Dialogue:
Trump: [aside] Who does he think he is? Does he know who I am?
Jesus : Yes, I do.

Commentary: 
Easter for Jesus means death and resurrection. Easter for Trump means stock market growth and we don’t care about you.

Midrash:
Yeshua is sitting at table with some friends. He is telling them that death is resurrection. 
He is saying that integrality-of-communion/suffering/death/resurrection/ascension is a one-of-a-piece event not separated from the other, an instantaneous irruption into the human field of experience and existence. He says that it is a radical change of heart and mind that opens human consciousness to the profound mystery of spiritual/material transformation.

When asked “Do you know ‘who I am’?" Jesus hears this question as referencing the name of Reality/God ("I am who I am!")

Jesus knows 'who I am', and knows it cosmotheandrically, knows it unicity of being, without beginning or end, birth or death, and with integrality, awareness, and unadulterated compassion, love, and truth.

He-who-saves -- he who preserves and embodies wholeness, refusing the partitioning and fragmenting of severing rationality and dim narrowed consciousness -- is saying to friends "Who I am is who you are -- in love."

Epilogue:
 Χριστός ελεήμονος, merciful Christ, longs to be merciful with the president of the United States.
Life is this simple. We are living in a world that is absolutely transparent and God is shining through it all the time. This is not just a fable or a nice story. It is true. If we abandon ourselves to God and forget ourselves, we see it sometimes, and we see it maybe frequently. God manifests Himself everywhere, in everything — in people and in things and in nature and in events. It becomes very obvious that He is everywhere and in everything and we cannot be without Him. You cannot be without God. It’s impossible. It’s simply impossible. The only thing is that we don’t see it. What is it that makes the world opaque? It is care. 
(— Thomas Merton, transcribed from a recording of a talk he gave at the Abbey of Gethsemani in August 1965) (louie, louie). 
Addendum:
Now we have to confront the ambiguous use of the word "care." 

for border collie and the rest of us

Look at me!

Look at me!

Are you looking?

Now listen —

You’re going

to be

Ok.

Whatever happens,

You’re going to be

Ok.

Ok?

Alright.

Now remember —

Whatever happens,

You’re going

to be

Ok.

Tuesday, March 24, 2020

we sat together

Sometimes you know someone well

In silence — the way he walked the hill

Refilled coffee cup

Sat in choir stall —

Bro. Tim from 30 years of 5 days a

Year at monastery

Died in December, Joe said

And I’m touched —

Our curious community

spring morning in maine


Odd

Waking to several inches of snow

But lovely!






drip, drip drip

melt melt melt

day goes on

what happens next

These days the universe is sniggering. It is frequently being asked when it began as though a birthday card is on someone's desk and the writer has never been sure how old the recipient is, much less what specific address to send it to.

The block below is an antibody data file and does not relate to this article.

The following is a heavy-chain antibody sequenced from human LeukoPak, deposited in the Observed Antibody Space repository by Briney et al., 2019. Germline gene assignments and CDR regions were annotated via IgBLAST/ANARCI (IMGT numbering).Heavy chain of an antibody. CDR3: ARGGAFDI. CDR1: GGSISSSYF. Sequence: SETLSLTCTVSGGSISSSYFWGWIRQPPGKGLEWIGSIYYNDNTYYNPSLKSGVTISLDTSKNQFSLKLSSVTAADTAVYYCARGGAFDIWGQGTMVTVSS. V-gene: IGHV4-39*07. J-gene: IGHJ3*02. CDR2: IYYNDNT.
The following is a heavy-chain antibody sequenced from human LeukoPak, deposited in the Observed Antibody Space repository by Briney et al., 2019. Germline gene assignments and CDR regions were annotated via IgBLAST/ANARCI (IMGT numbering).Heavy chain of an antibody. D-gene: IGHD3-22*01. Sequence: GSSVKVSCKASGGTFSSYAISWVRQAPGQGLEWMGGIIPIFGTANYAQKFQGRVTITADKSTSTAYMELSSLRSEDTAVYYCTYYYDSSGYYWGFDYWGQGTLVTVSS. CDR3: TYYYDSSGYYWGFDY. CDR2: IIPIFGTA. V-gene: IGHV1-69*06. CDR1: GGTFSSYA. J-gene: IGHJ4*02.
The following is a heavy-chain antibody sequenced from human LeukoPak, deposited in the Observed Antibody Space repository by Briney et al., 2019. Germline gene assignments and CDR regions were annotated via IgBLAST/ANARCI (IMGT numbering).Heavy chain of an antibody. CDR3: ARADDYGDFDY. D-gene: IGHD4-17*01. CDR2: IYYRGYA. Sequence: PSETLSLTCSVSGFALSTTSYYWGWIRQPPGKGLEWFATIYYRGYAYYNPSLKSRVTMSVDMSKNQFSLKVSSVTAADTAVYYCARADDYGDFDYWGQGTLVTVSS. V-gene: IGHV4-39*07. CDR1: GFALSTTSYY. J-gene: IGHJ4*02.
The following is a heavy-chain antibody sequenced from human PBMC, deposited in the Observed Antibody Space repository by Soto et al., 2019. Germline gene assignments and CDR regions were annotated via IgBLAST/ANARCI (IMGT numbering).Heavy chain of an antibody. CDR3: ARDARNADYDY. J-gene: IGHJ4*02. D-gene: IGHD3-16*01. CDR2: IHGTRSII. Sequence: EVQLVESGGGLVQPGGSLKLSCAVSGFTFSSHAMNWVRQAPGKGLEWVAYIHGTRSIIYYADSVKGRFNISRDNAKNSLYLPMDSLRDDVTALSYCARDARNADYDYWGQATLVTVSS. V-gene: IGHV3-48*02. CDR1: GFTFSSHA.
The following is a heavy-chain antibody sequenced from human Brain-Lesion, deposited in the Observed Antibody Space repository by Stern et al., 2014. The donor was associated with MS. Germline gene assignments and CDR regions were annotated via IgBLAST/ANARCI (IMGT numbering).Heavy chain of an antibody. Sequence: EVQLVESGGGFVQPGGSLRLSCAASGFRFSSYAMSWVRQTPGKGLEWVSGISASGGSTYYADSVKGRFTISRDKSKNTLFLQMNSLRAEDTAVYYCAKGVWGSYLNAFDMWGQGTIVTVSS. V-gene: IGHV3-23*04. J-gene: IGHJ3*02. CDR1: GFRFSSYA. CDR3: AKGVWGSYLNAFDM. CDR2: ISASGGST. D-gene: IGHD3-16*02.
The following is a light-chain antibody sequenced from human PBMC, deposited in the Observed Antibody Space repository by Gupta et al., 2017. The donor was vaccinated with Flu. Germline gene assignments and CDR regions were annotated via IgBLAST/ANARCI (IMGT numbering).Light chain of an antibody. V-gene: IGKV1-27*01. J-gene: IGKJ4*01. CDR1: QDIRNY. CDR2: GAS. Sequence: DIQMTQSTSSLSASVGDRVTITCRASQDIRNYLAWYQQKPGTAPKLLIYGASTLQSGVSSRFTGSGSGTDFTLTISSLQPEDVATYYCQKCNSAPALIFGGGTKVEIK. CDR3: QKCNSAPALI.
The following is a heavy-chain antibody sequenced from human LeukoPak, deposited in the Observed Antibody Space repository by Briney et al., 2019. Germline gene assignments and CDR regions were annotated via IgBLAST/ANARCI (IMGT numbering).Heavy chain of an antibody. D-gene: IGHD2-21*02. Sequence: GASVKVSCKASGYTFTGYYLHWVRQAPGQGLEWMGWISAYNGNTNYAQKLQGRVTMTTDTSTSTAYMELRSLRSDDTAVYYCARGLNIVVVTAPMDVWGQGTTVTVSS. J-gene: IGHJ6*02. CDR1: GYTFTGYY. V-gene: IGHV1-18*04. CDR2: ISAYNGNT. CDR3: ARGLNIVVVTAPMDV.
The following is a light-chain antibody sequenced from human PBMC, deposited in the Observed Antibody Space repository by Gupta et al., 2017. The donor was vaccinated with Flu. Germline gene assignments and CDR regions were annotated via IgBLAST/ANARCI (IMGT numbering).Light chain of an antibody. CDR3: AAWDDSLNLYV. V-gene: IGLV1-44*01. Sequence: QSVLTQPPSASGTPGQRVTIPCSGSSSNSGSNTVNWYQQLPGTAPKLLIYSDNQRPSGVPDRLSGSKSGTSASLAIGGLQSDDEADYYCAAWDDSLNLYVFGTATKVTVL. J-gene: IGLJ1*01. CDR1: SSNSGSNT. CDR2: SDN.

The universe was already in existence. The Big Bang explosions what happens next.         (--Brian Greene interview, Commonwealth Club, Mind, Matter and the Search for Meaning, March 2020)
 I fall in the compromised elderly category in this time of COVID-19. I get a call from our state representative's office checking up on needs and stuff. Someone asks if they could get us something from the grocery store. My son and niece unobtrusively check in around St Patricks Day and the vernal equinox to see if there is a pulse able to respond. My president doesn't want me to feel he is not in charge and control of everything -- so he abjures facts and earnest words of caution in favor of telling me how hard it is to be a billionaire and not certain he'll be re-elected if people choose to live rather than his having a strong economy and bailout residuals for his resorts and business deals.

And I know I am loved.

I think about increasing my life-span by changing my diet, maybe become vegan or vegetarian -- but realize I'm already (in some eyes) old, and should have died at least twenty years ago when I became a senior citizen.

Then Greene says the universe has no beginning. Consciousness is just particles and life forces.

Religion will never explain the external world.

William James says feel the world, don't just lay out the nuts and bolts of it.

Walt Whitman leaves the lecture hall, goes outside, and looks up at the night sky.

And it occurs to me that there is no beginning of anything. Nor, I suspect, is there any ending to anything. Except that I've already had peanut butter and jam on toast and I have to convince myself that I've had it and should not make another one.

If such a preposterous notion is valid, no beginning and no end, are we starting to move to an understanding of the notions that there is no birth and no death? Change, yes, in the composition and deterioration of matter. And form.

But, nothing is born and nothing dies? I wonder. Appearances occur. And, form dissolves. Awareness surrounds the conscious universe, then, apophatic aphasia mutes articulation and description.

Greene says there is no such thing as an external version of right or wrong. He might also be saying that everything that is is an expression of our inside-out investigation and manifestation of meaning and purpose. That there is no outside. Only the realization of the within of everything.